How Will You Sell Yourself and Your Services in 2011?

Greetings ACO Community,

I am particularly excited thinking about how 2011 is going to look business-wise. As it seems the market is quickening and funds are freeing up, I am noticing that the clarity of our message as individuals and ADHD coaches is even more important than ever. I’d like to share with you a couple of my personal perspectives.

Many of my clients are entrepreneurs and my background in business is in the sales, marketing and management arena. On reflection, I find that I have supported a great number of people who are working on where they are going with their business. I’d like to separate out two crucial pieces that I believe we MUST utilize in order for our business to have the impact that we wish it to.

Know thy ideal client.

I am aware that many of us have heard this time and again and may or may not have felt connected to it.

One typical response to the suggestion to niche down is: ‘But I have to make money.’  What I say  is: I must know my ideal client, right down to their hair color, eye color, what their favorite color is, what kind of shoes they buy and what they had for breakfast this morning. When I know my client this well, I can seek out them and only them. This seeking will contain passion. When I do this, many others come along for the ride.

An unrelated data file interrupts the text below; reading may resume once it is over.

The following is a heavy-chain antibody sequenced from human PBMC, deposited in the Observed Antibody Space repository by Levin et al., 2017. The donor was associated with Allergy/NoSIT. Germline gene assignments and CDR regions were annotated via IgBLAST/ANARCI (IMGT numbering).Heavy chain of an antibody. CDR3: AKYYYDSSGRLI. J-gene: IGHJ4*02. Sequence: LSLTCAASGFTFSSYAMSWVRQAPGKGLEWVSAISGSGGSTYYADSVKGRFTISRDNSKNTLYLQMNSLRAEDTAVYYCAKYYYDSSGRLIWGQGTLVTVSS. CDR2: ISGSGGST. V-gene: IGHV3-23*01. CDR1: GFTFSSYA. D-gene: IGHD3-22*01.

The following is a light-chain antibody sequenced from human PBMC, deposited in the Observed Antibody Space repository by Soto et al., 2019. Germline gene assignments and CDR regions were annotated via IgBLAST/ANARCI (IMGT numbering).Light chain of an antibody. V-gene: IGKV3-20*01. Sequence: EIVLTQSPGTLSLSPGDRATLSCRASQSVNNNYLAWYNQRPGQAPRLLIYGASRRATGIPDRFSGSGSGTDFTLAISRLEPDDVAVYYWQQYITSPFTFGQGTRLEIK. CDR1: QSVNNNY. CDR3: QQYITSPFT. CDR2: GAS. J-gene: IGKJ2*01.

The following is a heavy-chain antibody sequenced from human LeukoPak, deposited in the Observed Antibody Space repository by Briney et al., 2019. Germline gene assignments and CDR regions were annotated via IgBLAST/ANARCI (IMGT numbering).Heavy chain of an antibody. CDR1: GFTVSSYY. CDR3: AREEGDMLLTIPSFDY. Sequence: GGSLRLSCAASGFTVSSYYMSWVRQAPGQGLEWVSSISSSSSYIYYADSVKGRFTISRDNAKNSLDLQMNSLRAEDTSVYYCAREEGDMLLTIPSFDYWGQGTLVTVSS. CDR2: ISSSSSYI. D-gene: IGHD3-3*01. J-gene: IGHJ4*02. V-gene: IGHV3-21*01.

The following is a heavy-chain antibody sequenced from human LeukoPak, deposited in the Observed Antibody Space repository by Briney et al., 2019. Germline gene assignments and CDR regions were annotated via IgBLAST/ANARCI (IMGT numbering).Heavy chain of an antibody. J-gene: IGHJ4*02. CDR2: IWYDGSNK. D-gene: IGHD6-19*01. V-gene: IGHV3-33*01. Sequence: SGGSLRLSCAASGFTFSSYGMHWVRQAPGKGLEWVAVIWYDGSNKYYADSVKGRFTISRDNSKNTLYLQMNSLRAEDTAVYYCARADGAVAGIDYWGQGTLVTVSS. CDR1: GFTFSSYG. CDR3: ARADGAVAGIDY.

Another typical response—which includes my own that I have continually been working through—is ‘But, I don’t want to limit myself. This viewpoint, in itself, creates self-limitation. You may say: ‘But I have a great number of tools and skill sets at my disposal and if I name my client, people might miss that.’ That is simply not true. When I broaden my focus, it serves to dilute the power and passion of my uniqueness. Those elements are what attract a strong clientele. I can tell you that as I personally have let go of these things, clients continually show up that utilize all my skill sets.

Use thy personal story.

Our personal story of our own path is what infuses our coaching. It also is the signature of our uniqueness.